Corporate Entrepreneurship and Real Options in Transitional Policy Environments: Theory Development.
We develop a theoretical framework for describing, modelling, and predicting entrepreneurial strategies by corporations in transitional public policy environments. Drawing on research in entrepreneurship, real options, and strategic management under uncertainty, we demonstrate how corporations affected by government policy can use entrepreneurial strategies to exploit discontinuities generated by uncertain and unstable public policy environments. We argue that specific strategies will be effective depending on the degree and slope/inflection profile of policy change. Four strategies are identified: preemptive, optioned, synchronized, and adaptive. We develop propositions and provide illustrations to show how each of these strategies has helped firms respond to transitional policy environments. We conclude by offering a discussion of the utility and limitations of the framework and its potential application to other managerial circumstances in which uncertainty is pervasive, and by describing opportunities for further research, including empirical testing of our model.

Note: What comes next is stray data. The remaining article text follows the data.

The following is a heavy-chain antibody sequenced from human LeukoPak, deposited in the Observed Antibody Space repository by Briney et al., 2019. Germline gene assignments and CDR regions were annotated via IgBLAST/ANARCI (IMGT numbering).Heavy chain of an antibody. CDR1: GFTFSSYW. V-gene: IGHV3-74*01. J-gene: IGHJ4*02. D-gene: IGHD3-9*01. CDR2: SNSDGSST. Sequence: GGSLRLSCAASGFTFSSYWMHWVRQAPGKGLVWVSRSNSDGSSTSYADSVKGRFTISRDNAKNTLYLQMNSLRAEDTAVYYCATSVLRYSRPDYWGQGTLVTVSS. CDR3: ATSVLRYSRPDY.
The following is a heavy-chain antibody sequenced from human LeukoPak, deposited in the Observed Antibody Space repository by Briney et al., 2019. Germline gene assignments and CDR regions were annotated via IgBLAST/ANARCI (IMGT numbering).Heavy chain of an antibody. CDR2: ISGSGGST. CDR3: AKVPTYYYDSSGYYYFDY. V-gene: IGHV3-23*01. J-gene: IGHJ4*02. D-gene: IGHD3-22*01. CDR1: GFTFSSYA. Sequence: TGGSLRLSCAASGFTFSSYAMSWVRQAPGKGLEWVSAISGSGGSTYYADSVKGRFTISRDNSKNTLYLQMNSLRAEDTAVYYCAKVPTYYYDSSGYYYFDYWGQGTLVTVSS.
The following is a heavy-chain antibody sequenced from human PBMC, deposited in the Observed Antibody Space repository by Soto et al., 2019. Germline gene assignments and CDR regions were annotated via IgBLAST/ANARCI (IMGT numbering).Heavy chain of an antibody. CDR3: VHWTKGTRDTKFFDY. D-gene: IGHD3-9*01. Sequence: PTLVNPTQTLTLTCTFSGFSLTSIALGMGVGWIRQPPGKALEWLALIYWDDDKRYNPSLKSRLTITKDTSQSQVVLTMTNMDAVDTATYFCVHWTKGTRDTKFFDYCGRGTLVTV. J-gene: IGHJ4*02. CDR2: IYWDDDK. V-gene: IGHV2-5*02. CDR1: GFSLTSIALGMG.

|Main Author:||Doh, Jonathan P.|
|Other Authors:||Pearce II, John A.|